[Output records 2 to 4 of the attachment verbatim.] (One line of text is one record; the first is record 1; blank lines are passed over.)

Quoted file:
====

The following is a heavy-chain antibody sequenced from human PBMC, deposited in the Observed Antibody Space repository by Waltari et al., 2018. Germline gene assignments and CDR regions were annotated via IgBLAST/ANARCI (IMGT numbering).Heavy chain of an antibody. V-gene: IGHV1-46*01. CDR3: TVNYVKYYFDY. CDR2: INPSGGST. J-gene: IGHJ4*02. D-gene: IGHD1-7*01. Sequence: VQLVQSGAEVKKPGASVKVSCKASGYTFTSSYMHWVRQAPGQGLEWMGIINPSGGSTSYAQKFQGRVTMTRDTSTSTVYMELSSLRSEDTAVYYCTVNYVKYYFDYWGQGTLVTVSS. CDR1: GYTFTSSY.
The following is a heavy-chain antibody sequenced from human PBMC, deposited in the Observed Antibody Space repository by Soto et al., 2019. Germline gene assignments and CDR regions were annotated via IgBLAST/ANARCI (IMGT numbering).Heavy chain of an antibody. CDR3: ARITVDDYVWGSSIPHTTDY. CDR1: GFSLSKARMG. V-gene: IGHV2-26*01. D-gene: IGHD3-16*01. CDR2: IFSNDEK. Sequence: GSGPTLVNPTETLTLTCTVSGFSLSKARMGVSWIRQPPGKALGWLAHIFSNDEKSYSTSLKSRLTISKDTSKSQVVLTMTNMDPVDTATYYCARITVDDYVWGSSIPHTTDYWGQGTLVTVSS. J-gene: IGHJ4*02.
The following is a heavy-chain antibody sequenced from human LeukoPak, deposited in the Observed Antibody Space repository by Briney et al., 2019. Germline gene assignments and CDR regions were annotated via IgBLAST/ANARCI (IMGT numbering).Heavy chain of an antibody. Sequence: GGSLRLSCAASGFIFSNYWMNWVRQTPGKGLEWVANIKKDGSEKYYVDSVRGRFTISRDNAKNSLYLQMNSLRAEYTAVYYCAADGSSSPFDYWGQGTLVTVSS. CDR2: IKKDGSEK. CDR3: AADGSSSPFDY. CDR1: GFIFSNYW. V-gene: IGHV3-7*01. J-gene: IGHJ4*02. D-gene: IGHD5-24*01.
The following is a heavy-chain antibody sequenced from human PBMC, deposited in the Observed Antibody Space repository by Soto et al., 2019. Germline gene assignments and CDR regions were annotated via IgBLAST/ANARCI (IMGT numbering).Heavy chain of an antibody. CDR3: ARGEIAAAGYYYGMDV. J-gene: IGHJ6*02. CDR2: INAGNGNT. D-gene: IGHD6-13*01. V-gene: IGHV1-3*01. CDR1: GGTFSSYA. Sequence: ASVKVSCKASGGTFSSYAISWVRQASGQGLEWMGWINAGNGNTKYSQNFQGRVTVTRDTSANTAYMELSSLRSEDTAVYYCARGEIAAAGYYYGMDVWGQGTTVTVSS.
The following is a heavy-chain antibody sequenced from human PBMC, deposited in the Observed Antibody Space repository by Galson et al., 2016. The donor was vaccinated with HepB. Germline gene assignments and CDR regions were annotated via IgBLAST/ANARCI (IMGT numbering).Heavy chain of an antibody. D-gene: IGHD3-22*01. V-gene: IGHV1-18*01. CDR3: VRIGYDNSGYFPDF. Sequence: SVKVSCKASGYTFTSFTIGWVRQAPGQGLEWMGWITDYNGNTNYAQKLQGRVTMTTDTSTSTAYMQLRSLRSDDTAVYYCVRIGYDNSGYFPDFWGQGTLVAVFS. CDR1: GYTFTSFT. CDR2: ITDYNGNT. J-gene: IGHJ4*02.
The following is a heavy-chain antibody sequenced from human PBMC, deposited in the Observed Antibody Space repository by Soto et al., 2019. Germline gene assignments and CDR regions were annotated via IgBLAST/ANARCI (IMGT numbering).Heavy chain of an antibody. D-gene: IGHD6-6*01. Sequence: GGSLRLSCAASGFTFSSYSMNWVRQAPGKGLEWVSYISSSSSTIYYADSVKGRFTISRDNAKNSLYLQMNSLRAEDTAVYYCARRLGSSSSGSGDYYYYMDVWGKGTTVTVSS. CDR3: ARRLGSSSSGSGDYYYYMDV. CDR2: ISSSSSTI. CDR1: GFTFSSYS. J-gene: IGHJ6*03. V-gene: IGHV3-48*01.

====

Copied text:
The following is a heavy-chain antibody sequenced from human PBMC, deposited in the Observed Antibody Space repository by Soto et al., 2019. Germline gene assignments and CDR regions were annotated via IgBLAST/ANARCI (IMGT numbering).Heavy chain of an antibody. CDR3: ARITVDDYVWGSSIPHTTDY. CDR1: GFSLSKARMG. V-gene: IGHV2-26*01. D-gene: IGHD3-16*01. CDR2: IFSNDEK. Sequence: GSGPTLVNPTETLTLTCTVSGFSLSKARMGVSWIRQPPGKALGWLAHIFSNDEKSYSTSLKSRLTISKDTSKSQVVLTMTNMDPVDTATYYCARITVDDYVWGSSIPHTTDYWGQGTLVTVSS. J-gene: IGHJ4*02.
The following is a heavy-chain antibody sequenced from human LeukoPak, deposited in the Observed Antibody Space repository by Briney et al., 2019. Germline gene assignments and CDR regions were annotated via IgBLAST/ANARCI (IMGT numbering).Heavy chain of an antibody. Sequence: GGSLRLSCAASGFIFSNYWMNWVRQTPGKGLEWVANIKKDGSEKYYVDSVRGRFTISRDNAKNSLYLQMNSLRAEYTAVYYCAADGSSSPFDYWGQGTLVTVSS. CDR2: IKKDGSEK. CDR3: AADGSSSPFDY. CDR1: GFIFSNYW. V-gene: IGHV3-7*01. J-gene: IGHJ4*02. D-gene: IGHD5-24*01.
The following is a heavy-chain antibody sequenced from human PBMC, deposited in the Observed Antibody Space repository by Soto et al., 2019. Germline gene assignments and CDR regions were annotated via IgBLAST/ANARCI (IMGT numbering).Heavy chain of an antibody. CDR3: ARGEIAAAGYYYGMDV. J-gene: IGHJ6*02. CDR2: INAGNGNT. D-gene: IGHD6-13*01. V-gene: IGHV1-3*01. CDR1: GGTFSSYA. Sequence: ASVKVSCKASGGTFSSYAISWVRQASGQGLEWMGWINAGNGNTKYSQNFQGRVTVTRDTSANTAYMELSSLRSEDTAVYYCARGEIAAAGYYYGMDVWGQGTTVTVSS.